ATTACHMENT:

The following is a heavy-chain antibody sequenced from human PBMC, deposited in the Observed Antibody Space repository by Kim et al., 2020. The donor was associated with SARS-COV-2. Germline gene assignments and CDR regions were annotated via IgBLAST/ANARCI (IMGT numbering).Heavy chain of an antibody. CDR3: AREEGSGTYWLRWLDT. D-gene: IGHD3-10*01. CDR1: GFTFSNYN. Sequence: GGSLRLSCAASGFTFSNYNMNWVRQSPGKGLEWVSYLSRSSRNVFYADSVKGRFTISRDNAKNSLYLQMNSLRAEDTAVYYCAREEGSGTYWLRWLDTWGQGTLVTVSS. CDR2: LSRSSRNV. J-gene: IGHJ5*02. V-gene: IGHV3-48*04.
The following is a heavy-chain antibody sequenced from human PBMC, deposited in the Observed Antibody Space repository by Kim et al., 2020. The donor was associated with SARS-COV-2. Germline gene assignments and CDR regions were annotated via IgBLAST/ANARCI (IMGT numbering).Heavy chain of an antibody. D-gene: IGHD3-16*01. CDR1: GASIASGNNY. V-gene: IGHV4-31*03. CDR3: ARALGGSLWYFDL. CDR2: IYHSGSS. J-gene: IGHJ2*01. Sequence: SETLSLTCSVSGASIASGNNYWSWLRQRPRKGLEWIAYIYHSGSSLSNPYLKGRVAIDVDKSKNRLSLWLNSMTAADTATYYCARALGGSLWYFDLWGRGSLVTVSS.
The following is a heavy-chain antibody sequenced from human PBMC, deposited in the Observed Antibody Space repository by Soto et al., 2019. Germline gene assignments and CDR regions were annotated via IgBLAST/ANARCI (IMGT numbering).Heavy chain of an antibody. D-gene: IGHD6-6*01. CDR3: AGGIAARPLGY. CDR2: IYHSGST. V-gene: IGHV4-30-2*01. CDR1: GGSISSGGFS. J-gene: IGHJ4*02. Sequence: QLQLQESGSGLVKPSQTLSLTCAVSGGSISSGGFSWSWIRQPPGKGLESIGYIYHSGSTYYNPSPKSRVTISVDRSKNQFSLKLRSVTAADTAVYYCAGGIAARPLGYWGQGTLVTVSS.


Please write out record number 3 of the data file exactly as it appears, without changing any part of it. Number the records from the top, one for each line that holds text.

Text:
The following is a heavy-chain antibody sequenced from human PBMC, deposited in the Observed Antibody Space repository by Soto et al., 2019. Germline gene assignments and CDR regions were annotated via IgBLAST/ANARCI (IMGT numbering).Heavy chain of an antibody. D-gene: IGHD6-6*01. CDR3: AGGIAARPLGY. CDR2: IYHSGST. V-gene: IGHV4-30-2*01. CDR1: GGSISSGGFS. J-gene: IGHJ4*02. Sequence: QLQLQESGSGLVKPSQTLSLTCAVSGGSISSGGFSWSWIRQPPGKGLESIGYIYHSGSTYYNPSPKSRVTISVDRSKNQFSLKLRSVTAADTAVYYCAGGIAARPLGYWGQGTLVTVSS.